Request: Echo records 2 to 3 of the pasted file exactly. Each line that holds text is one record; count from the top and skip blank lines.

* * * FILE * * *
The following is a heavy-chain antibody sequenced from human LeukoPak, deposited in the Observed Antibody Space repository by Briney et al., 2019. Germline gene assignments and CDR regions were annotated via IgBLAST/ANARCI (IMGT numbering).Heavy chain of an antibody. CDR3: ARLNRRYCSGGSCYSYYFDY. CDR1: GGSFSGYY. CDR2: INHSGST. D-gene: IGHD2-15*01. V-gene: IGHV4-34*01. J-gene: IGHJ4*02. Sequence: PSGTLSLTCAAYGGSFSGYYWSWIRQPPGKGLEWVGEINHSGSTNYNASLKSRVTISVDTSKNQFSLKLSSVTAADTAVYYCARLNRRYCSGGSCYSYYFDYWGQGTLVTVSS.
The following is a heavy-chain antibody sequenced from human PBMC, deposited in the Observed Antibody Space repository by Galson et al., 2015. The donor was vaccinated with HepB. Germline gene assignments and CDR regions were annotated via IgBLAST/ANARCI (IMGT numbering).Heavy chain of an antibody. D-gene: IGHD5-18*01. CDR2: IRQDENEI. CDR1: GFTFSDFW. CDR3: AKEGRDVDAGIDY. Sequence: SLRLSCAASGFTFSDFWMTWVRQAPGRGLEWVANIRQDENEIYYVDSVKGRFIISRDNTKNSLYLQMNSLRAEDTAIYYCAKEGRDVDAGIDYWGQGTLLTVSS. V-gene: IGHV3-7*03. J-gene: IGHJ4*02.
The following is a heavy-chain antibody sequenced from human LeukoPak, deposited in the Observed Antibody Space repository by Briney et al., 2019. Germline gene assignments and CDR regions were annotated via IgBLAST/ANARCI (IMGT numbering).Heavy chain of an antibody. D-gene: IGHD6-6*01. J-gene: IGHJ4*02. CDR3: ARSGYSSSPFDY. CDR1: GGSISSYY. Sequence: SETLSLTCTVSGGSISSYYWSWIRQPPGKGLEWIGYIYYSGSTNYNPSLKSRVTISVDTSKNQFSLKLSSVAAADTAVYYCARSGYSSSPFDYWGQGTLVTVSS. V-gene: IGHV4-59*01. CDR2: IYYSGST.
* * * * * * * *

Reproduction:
The following is a heavy-chain antibody sequenced from human PBMC, deposited in the Observed Antibody Space repository by Galson et al., 2015. The donor was vaccinated with HepB. Germline gene assignments and CDR regions were annotated via IgBLAST/ANARCI (IMGT numbering).Heavy chain of an antibody. D-gene: IGHD5-18*01. CDR2: IRQDENEI. CDR1: GFTFSDFW. CDR3: AKEGRDVDAGIDY. Sequence: SLRLSCAASGFTFSDFWMTWVRQAPGRGLEWVANIRQDENEIYYVDSVKGRFIISRDNTKNSLYLQMNSLRAEDTAIYYCAKEGRDVDAGIDYWGQGTLLTVSS. V-gene: IGHV3-7*03. J-gene: IGHJ4*02.
The following is a heavy-chain antibody sequenced from human LeukoPak, deposited in the Observed Antibody Space repository by Briney et al., 2019. Germline gene assignments and CDR regions were annotated via IgBLAST/ANARCI (IMGT numbering).Heavy chain of an antibody. D-gene: IGHD6-6*01. J-gene: IGHJ4*02. CDR3: ARSGYSSSPFDY. CDR1: GGSISSYY. Sequence: SETLSLTCTVSGGSISSYYWSWIRQPPGKGLEWIGYIYYSGSTNYNPSLKSRVTISVDTSKNQFSLKLSSVAAADTAVYYCARSGYSSSPFDYWGQGTLVTVSS. V-gene: IGHV4-59*01. CDR2: IYYSGST.